I would imagine as that doctorate deadline approaches for advanced practice nurses, more universities will model this approach of education.

I have come to the personal understanding that the DNAP is a complete joke and will provide nothing.......in the way of anything.

I have also come to understand that if i want to love what i do and love why i do it, i will need an actual PhD and not a DNAP.......CHEMISTRY ROCKS MY WORLD!!!!!!!!:heartbeat:D:yeah:

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RedCell specializes in CRNA.

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I have come to the personal understanding that the DNAP is a complete joke and will provide nothing.......in the way of anything.

I have also come to understand that if i want to love what i do and love why i do it, i will need an actual PhD and not a DNAP.......CHEMISTRY ROCKS MY WORLD!!!!!!!!:heartbeat:D:yeah:

Dude, I like the response. Bottom line is this. AACN wants all APNs to have a doctorate degree for entry level practice by said date. I think this is a good thing as it shows we are serious about education and patient care. What better way to prove this than with a terminal degree. The DNP is not a bad way to meet this requirement. CRNAs/NPs are for the most part practitioners in the clinical setting. Why not get a clinical doctorate?

Nothing wrong with going for the Ph.D in chemistry. I like chemistry, you get a lot of it in anesthesia school, makes for an easy A in multiple classes if you have some previous undergrad classes in it.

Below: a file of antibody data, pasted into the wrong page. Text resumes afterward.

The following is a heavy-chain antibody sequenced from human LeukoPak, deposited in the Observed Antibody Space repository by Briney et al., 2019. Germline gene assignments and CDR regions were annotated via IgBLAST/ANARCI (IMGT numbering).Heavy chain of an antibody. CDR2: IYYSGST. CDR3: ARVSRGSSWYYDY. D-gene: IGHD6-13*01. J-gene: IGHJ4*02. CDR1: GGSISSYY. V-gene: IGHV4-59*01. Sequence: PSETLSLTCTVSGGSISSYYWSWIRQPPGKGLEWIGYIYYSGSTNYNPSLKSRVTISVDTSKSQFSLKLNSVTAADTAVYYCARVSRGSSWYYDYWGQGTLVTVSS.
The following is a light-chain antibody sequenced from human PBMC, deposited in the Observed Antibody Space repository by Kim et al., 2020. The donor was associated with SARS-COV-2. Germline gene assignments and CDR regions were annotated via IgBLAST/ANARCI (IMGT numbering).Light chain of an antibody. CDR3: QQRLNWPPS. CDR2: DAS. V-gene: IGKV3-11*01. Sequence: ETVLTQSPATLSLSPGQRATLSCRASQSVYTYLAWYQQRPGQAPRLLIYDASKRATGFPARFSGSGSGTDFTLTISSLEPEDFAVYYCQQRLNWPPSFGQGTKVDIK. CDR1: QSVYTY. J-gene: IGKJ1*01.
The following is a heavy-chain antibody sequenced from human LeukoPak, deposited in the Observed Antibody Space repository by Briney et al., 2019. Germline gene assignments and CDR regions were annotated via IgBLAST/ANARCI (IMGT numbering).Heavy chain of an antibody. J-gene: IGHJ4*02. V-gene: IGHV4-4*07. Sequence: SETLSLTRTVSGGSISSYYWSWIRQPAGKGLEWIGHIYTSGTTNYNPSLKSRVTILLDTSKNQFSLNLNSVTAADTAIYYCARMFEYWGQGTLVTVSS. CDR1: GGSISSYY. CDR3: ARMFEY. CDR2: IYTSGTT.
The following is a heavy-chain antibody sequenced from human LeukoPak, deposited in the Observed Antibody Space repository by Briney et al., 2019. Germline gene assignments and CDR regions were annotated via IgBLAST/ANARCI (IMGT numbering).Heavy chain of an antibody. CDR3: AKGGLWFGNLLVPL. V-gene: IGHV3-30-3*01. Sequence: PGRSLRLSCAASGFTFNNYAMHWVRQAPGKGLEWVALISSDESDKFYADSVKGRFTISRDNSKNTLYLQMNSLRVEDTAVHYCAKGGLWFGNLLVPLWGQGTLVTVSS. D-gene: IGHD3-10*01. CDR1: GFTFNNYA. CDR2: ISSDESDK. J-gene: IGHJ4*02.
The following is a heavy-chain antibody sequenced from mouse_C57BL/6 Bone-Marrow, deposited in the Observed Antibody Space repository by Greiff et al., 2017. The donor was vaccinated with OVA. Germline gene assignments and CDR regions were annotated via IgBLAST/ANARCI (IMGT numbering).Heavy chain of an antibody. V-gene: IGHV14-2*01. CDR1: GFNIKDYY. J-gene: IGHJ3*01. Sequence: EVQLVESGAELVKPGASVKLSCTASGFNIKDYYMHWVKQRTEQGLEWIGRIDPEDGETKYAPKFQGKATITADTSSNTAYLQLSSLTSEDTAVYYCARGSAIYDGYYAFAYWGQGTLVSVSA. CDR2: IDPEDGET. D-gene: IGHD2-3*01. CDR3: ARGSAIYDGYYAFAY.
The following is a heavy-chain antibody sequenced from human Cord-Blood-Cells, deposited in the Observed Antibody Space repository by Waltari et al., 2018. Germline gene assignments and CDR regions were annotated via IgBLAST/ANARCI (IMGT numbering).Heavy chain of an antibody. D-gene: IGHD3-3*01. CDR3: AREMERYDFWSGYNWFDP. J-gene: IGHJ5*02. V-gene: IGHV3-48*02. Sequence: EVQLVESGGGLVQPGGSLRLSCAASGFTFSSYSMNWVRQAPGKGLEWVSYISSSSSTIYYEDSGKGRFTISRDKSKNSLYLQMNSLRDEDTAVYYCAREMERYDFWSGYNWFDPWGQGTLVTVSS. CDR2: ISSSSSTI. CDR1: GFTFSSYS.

Will the DNP provide me with nothing beneficial? Of course not. For all the young dudes like me graduating before this is required, not having the doctorate could cost me a job in the future if I am the masters educated CRNA and not a more recent doctorate CRNA. If I was like some of the studs who have already been practicing for years, I probably would not care too much. However, as someone hopefully looking to be in practice for the next 30 years (assuming I can graduate and pass boards), I do consider not having a doctorate a reasonable handicap.

Who would be the better practitioner the Ph.D or DNP? Hell I don't know, I'm not even a CRNA yet, but it is probably a toss up. Book smarts don't count for anything compared to someone packing heat in the real world (clinical anesthesia).

Is the DNP a joke....yes, but so is anything else compared to nurse anesthesia school. Bottom line is this, write a big paper, go to some classes and biggity bam here is your doctorate. Ph.D, Ed.D, DNP, DNAP whatever, you are now a competive force to be reconed with when compared to future doctorate prepared APNs.

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proclivity has 2 years experience and specializes in SICU.

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Hey RedCell and others reading this thread........after getting through the "Report of the AANA Task Force on Doctoral Preparation of Nurse Anesthetists" (which, by the way, had entirely too small of a sample size.....so take it with fair sized grain of salt), i am starting to understand more point of views on the subject. I think it is very important to understand where everyone is coming from on the subject, including but not limited to the crna schools, the -ologists, the currently practicing crnas with no masters as well as those with masters degrees (concerning being grandfathered in), current crna students, new grads (concerning going back to school) and me, of course.

I would recommend the read to everyone here. It has some interesting points. A couple of things that i read i would like to point out.

This comments is completely asinine and will only cause more of a rift between nurses and docs....the comment went something like this: CRNA school is like doing medical school and residency in 2 years.

Now, i know it is only one comment, but it is comments like these that can sour the relationships between entire anesthesia groups.